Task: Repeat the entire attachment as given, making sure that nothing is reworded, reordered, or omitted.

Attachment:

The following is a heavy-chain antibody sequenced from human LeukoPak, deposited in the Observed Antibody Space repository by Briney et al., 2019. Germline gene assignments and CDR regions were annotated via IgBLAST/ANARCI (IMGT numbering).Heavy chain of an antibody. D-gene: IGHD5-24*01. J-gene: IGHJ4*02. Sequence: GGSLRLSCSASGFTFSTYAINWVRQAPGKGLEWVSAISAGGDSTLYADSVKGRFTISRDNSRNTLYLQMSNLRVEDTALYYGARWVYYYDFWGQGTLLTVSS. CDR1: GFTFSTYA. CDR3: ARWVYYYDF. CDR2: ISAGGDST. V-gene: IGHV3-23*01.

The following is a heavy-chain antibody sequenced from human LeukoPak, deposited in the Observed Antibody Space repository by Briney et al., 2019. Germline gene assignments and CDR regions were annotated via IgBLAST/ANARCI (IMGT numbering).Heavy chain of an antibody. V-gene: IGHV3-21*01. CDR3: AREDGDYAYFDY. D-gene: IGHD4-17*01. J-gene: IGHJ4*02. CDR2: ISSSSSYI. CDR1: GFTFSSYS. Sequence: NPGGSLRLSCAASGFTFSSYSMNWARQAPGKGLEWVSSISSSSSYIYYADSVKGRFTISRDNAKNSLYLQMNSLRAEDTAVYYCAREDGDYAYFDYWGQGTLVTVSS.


The following is a heavy-chain antibody sequenced from human LeukoPak, deposited in the Observed Antibody Space repository by Briney et al., 2019. Germline gene assignments and CDR regions were annotated via IgBLAST/ANARCI (IMGT numbering).Heavy chain of an antibody. D-gene: IGHD5-24*01. J-gene: IGHJ4*02. Sequence: GGSLRLSCSASGFTFSTYAINWVRQAPGKGLEWVSAISAGGDSTLYADSVKGRFTISRDNSRNTLYLQMSNLRVEDTALYYGARWVYYYDFWGQGTLLTVSS. CDR1: GFTFSTYA. CDR3: ARWVYYYDF. CDR2: ISAGGDST. V-gene: IGHV3-23*01.

The following is a heavy-chain antibody sequenced from human LeukoPak, deposited in the Observed Antibody Space repository by Briney et al., 2019. Germline gene assignments and CDR regions were annotated via IgBLAST/ANARCI (IMGT numbering).Heavy chain of an antibody. V-gene: IGHV3-21*01. CDR3: AREDGDYAYFDY. D-gene: IGHD4-17*01. J-gene: IGHJ4*02. CDR2: ISSSSSYI. CDR1: GFTFSSYS. Sequence: NPGGSLRLSCAASGFTFSSYSMNWARQAPGKGLEWVSSISSSSSYIYYADSVKGRFTISRDNAKNSLYLQMNSLRAEDTAVYYCAREDGDYAYFDYWGQGTLVTVSS.